I’m Wally West. I’m the Flash… It worked 20 years ago and it works today, the first person superhero comic narration. And given that Wally West isn’t around right now – well, not the real guy – I’m happy to see Scott Lang aka Ant-Man borrow the schtick. Especially when it’s Scott Lang as written by a writer as sharp as Nick Spencer.
Take this first page, for example. In just six panels we get the start of an adventure, a bit of backstory and most importantly, a sense of Scott’s character. And that’s how the issue continues, with soufflé-light narration and dialogue that, little by little, shows you the depths of the man.
The action has Scott trying out for a security job with Tony Stark. He’s a little down on his luck and wants a regular gig so he can be a better dad to daughter Cassie, and perhaps even get ex-wife Peggy off his back. Also vying for the position are minor league heroes Prodigy and Victor Mancha, and ‘reformed’ supervillain the (female) Beetle. As an ex-con himself, Scott can’t really go judging her, but she does pull a rather naughty stunt.
And so does Scott, aided by thousands upon thousands of extremely accommodating ants. The way things pan out is a tad predictable, yet entirely satisfactory – it makes total sense for the personalities involved.
Along the way, Spencer shows Scott using his shrinking powers in a way that’s new to me, which I like – when you have legacy heroes it’s good when they put their own signature to the job (see Wally West again).
Spencer references Cassie’s, shall we say, complicated last few years in a way that works for the story, without dumping a load of baggage on newer readers >cough Young Avengers, Doctor Doom, dead<. So we see the relationship between father and daughter, mother and daughter, ex-wife and ex-husband. Crucially, Spencer doesn't present Peggy as the bad guy; her points are entirely fair – she simply wants Cassie to be safe, and to get through school. Scott thinks he can keep her safe in New York City, but as Peggy points out, Marvel's NYC isn't secure at the best of times. Even the newest reader can appreciate this, without Spencer having to spell out that Cassie – and indeed Scott – is among the recently dead.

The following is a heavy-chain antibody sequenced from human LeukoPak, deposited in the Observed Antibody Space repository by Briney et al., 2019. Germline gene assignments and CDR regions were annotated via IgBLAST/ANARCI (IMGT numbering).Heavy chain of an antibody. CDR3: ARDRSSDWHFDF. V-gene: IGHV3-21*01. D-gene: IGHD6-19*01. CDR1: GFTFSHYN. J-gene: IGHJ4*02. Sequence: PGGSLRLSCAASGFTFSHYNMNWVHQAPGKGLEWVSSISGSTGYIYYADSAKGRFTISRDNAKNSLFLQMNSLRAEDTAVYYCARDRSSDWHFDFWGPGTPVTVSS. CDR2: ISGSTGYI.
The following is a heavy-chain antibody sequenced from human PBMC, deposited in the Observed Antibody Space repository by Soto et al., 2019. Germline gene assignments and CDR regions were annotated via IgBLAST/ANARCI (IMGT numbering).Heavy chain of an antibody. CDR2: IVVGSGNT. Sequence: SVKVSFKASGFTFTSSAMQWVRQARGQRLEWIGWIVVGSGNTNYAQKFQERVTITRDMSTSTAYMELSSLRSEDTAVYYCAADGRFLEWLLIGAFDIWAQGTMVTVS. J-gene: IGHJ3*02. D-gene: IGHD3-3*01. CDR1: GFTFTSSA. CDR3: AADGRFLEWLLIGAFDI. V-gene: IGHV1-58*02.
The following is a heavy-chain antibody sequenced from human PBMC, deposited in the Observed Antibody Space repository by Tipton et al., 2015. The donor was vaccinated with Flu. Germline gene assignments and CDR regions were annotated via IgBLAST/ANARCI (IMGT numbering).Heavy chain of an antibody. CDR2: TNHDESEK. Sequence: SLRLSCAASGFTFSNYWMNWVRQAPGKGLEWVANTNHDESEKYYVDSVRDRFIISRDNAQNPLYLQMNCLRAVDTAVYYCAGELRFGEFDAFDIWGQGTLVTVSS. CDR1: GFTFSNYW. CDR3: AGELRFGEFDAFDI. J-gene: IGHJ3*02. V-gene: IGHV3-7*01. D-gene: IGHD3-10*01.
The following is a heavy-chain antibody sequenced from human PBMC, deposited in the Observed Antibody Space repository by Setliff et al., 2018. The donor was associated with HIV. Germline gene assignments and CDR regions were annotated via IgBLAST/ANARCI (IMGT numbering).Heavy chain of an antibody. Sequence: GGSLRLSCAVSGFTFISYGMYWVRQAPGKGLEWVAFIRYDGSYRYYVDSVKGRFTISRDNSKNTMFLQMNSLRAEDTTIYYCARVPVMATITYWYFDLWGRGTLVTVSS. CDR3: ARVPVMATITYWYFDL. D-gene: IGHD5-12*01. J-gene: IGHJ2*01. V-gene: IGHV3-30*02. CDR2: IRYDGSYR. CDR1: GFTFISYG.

Similarly, Spencer’s Iron Man straddles the line between the current Superior Iron Man of the comics, who’s had his personality flipped towards the bad side, and Robert Downey’s film version. Whichever Stark is on your mind, that’s who you’ll see. Easter egg-wise, readers who suffered through Nineties Marvel will smile at the Stark security password.
The shrinking powers are used well here, but they’re not the point. Scott Lang comes across as such a vibrant personality that this book would work whether he had different powers, or none … he’s a pretty regular guy trying to get by in the maddest of worlds, and if a little denial helps him through the day, whyever not?
Ramon Rosanas has an understated illustrative style that suits Spencer’s script down to the ant-covered ground. His Ant-Man, in a stylish new take on the classic Hank Pym costume, is impressive without being godly, and he has a facility with expressions that sells the script. The new helmet obscures the eyes, but there’s never a problem reading Scott’s face. There’s so much going on in this extra-sized first issue that some pages are filled with titchy panels, but the art remains balanced and the pages never feel crowded. There’s a fluidity to the storytelling, grace in the way Scott moves and confidence in every line.
I like Rosanas’ Tony Stark, too, his body language evoking Downey as much as does Spencer’s speech.
The finishing touches are provided by colourist Jordan Boyd, who keeps things real without descending to the drab. And Travis Lanham, in the first Marvel work I’ve seen from him, keeps the sound turned up nicely with his lettering.
Mark Brooks is a hugely talented artist, but I don’t think his cover image works – I like the individual elements, especially the ants climbing across the furniture, but there’s no sense of movement – of shrinking.
Still, if I were wont to give stars (that’s how you get in the review round-ups, kids), this debut issue would be a surefive five-star special. With all the creators on top form, it’s gloriously entertaining from start to finish and accessible for anyone intrigued by the coming movie. I can’t wait to see what the future holds. At one point Scott self-deprecatingly references the old ‘Astonishing Ant-Man tag’ but if his series is as good as this first issue, in his own small way, he’s there.